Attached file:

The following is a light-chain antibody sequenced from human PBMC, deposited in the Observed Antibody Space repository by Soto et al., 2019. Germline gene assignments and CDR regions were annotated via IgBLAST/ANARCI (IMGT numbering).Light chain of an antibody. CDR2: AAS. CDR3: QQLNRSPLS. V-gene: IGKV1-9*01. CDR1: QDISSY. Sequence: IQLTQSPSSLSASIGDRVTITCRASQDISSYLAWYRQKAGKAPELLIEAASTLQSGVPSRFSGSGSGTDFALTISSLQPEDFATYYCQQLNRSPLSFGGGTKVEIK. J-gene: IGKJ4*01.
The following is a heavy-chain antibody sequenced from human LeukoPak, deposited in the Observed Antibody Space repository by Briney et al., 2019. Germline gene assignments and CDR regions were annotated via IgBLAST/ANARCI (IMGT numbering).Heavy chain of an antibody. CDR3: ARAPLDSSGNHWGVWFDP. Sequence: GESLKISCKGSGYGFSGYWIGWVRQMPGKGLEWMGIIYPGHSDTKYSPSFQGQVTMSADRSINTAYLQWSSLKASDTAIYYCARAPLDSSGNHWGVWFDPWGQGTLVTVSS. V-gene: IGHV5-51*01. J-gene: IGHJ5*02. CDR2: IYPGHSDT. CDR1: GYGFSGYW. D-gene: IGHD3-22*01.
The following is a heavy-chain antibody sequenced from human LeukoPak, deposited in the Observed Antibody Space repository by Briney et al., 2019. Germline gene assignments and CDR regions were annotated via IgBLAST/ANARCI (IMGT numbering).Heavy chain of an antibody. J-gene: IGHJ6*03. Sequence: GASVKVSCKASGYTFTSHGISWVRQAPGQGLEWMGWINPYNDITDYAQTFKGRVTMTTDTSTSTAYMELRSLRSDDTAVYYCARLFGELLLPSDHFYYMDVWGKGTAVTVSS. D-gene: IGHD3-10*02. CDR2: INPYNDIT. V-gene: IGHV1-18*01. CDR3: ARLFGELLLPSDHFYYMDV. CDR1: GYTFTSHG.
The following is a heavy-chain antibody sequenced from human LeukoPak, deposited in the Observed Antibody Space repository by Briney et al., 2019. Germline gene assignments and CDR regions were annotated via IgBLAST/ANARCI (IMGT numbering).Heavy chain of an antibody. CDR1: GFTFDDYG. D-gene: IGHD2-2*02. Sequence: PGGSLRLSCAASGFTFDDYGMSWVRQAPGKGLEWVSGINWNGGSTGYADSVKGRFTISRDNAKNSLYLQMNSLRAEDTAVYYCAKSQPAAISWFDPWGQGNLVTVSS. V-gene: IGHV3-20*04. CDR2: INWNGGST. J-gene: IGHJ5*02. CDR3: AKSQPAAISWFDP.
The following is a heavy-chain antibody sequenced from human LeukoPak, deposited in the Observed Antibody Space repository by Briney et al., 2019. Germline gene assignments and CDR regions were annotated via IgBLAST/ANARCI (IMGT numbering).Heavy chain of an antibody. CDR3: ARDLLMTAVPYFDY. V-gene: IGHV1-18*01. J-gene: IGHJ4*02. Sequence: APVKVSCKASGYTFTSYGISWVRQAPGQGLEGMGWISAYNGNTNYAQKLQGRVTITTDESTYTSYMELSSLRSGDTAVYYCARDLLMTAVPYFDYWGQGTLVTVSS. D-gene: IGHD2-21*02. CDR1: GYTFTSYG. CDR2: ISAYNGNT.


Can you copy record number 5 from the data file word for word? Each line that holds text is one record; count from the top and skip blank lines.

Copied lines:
The following is a heavy-chain antibody sequenced from human LeukoPak, deposited in the Observed Antibody Space repository by Briney et al., 2019. Germline gene assignments and CDR regions were annotated via IgBLAST/ANARCI (IMGT numbering).Heavy chain of an antibody. CDR3: ARDLLMTAVPYFDY. V-gene: IGHV1-18*01. J-gene: IGHJ4*02. Sequence: APVKVSCKASGYTFTSYGISWVRQAPGQGLEGMGWISAYNGNTNYAQKLQGRVTITTDESTYTSYMELSSLRSGDTAVYYCARDLLMTAVPYFDYWGQGTLVTVSS. D-gene: IGHD2-21*02. CDR1: GYTFTSYG. CDR2: ISAYNGNT.